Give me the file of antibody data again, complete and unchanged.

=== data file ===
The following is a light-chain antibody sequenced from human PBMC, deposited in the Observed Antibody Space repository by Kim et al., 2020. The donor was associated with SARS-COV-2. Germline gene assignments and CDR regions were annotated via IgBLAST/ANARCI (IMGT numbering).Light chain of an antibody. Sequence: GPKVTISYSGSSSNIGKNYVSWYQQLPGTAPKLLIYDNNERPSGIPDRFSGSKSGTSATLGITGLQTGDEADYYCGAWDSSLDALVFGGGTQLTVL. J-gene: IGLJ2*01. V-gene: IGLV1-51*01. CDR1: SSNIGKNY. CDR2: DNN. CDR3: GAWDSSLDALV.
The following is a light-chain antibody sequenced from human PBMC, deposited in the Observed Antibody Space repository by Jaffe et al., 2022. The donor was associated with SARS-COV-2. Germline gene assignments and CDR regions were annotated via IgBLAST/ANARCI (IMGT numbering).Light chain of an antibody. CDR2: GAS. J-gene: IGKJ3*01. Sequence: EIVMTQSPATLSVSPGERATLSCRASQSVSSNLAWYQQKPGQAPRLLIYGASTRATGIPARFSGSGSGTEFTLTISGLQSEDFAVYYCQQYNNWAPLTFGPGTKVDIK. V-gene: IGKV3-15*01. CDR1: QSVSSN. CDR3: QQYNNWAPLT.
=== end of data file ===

The following is a light-chain antibody sequenced from human PBMC, deposited in the Observed Antibody Space repository by Kim et al., 2020. The donor was associated with SARS-COV-2. Germline gene assignments and CDR regions were annotated via IgBLAST/ANARCI (IMGT numbering).Light chain of an antibody. Sequence: GPKVTISYSGSSSNIGKNYVSWYQQLPGTAPKLLIYDNNERPSGIPDRFSGSKSGTSATLGITGLQTGDEADYYCGAWDSSLDALVFGGGTQLTVL. J-gene: IGLJ2*01. V-gene: IGLV1-51*01. CDR1: SSNIGKNY. CDR2: DNN. CDR3: GAWDSSLDALV.
The following is a light-chain antibody sequenced from human PBMC, deposited in the Observed Antibody Space repository by Jaffe et al., 2022. The donor was associated with SARS-COV-2. Germline gene assignments and CDR regions were annotated via IgBLAST/ANARCI (IMGT numbering).Light chain of an antibody. CDR2: GAS. J-gene: IGKJ3*01. Sequence: EIVMTQSPATLSVSPGERATLSCRASQSVSSNLAWYQQKPGQAPRLLIYGASTRATGIPARFSGSGSGTEFTLTISGLQSEDFAVYYCQQYNNWAPLTFGPGTKVDIK. V-gene: IGKV3-15*01. CDR1: QSVSSN. CDR3: QQYNNWAPLT.